New Wolf Discovered For First Time In Hundreds Of Years

<p> <a href="">Wikimedia Commons/Jonathan Hornung</a><span></span> </p>
<p> <a href="">Wikimedia Commons/Jonathan Hornung</a><span></span> </p>

There's a new wolf in the world.

A species of jackal found throughout Eurasia and East Africa was once thought to be the same, but researchers just discovered they're actually two separate species. The new canine is known as the African golden wolf.

African golden wolf (Wikimedia Commons/Jonathan Hornung)

It's the first new canine discovery in 150 years.

The golden jackal, who was thought to live in both areas, is actually a distant relative of what is now known as the African golden wolf. The resemblance is striking, which explains why scientists thought they were the same animal up until now. Their DNA differs by up to 6.7 percent.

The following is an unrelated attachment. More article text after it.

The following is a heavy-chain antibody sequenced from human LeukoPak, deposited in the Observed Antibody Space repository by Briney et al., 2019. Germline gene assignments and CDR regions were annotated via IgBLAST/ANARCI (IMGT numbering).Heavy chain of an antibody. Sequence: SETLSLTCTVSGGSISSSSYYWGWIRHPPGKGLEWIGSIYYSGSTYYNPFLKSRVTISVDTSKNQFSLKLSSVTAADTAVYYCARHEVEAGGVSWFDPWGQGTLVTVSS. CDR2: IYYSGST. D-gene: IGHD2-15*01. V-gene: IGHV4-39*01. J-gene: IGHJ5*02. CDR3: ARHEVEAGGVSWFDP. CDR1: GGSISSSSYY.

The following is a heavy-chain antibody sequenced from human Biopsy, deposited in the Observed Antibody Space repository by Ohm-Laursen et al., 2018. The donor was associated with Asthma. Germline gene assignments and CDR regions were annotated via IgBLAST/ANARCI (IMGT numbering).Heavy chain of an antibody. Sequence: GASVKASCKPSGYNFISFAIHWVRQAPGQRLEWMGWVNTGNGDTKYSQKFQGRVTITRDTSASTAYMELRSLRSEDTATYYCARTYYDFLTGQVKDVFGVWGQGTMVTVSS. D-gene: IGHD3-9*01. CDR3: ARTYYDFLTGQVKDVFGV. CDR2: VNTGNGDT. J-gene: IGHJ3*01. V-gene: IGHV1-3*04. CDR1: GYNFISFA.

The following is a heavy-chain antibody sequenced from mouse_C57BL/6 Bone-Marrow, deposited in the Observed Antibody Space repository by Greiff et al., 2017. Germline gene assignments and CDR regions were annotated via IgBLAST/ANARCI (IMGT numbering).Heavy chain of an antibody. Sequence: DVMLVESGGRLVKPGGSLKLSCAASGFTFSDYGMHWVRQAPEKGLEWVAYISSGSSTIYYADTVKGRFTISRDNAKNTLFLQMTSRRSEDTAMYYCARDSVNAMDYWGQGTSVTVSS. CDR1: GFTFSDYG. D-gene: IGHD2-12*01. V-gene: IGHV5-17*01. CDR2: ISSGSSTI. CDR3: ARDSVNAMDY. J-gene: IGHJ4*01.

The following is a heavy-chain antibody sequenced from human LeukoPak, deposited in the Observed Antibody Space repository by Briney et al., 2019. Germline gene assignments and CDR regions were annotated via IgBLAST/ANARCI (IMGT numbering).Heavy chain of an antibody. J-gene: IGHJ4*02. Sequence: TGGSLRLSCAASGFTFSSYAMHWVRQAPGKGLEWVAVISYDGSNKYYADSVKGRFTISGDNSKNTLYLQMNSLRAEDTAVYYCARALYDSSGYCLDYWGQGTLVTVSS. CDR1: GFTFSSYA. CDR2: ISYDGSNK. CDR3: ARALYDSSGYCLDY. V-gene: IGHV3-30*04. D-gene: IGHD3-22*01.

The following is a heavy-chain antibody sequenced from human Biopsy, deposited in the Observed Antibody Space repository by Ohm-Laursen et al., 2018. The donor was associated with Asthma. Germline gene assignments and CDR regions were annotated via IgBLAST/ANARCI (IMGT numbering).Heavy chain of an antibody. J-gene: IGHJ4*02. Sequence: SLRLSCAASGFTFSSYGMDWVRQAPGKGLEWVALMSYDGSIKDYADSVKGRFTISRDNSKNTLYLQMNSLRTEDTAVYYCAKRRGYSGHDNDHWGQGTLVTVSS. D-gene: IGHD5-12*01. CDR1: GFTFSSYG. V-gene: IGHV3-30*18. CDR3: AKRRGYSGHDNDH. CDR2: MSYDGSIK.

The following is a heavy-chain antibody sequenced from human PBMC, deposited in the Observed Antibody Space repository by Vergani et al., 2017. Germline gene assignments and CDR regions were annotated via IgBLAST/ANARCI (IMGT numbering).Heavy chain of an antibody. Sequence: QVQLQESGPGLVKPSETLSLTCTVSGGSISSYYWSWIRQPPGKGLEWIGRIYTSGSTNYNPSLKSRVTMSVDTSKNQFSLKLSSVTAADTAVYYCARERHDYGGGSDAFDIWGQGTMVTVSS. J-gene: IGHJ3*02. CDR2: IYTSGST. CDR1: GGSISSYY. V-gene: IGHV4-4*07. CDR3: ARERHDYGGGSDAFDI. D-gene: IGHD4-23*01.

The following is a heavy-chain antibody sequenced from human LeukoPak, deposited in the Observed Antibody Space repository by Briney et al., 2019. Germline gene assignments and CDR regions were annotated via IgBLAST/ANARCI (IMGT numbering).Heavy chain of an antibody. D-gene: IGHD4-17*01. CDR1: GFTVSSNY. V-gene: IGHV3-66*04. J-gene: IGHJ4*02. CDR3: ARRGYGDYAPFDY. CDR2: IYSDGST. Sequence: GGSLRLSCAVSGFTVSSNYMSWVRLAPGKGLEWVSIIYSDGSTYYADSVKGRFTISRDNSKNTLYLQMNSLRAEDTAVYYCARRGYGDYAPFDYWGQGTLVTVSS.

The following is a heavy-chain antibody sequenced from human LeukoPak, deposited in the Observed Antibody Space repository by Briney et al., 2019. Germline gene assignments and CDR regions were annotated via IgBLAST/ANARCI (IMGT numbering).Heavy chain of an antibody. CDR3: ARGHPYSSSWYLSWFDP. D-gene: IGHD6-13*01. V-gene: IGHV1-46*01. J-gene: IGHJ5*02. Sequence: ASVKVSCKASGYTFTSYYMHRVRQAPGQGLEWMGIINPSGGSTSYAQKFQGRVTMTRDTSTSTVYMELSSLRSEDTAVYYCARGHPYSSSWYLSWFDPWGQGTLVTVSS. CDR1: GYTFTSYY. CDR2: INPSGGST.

Eurasian golden jackal (Wikimedia Commons/Mariomassone)

The primary distinction between the two lies in the African golden wolf's wider skull and stronger teeth, according to National Geographic. Because they've both lived in the same desert environments, they've strayed little on the evolutionary path, which might be why they look so similar.

Not all the researchers are entirely convinced, but the Smithsonian Conservation Biology Institute thinks the case is closed.

"They have phenomenal data and they do a nice series of analyses. It's a super airtight case," bioarcheologist Greger Larson told National Geographic.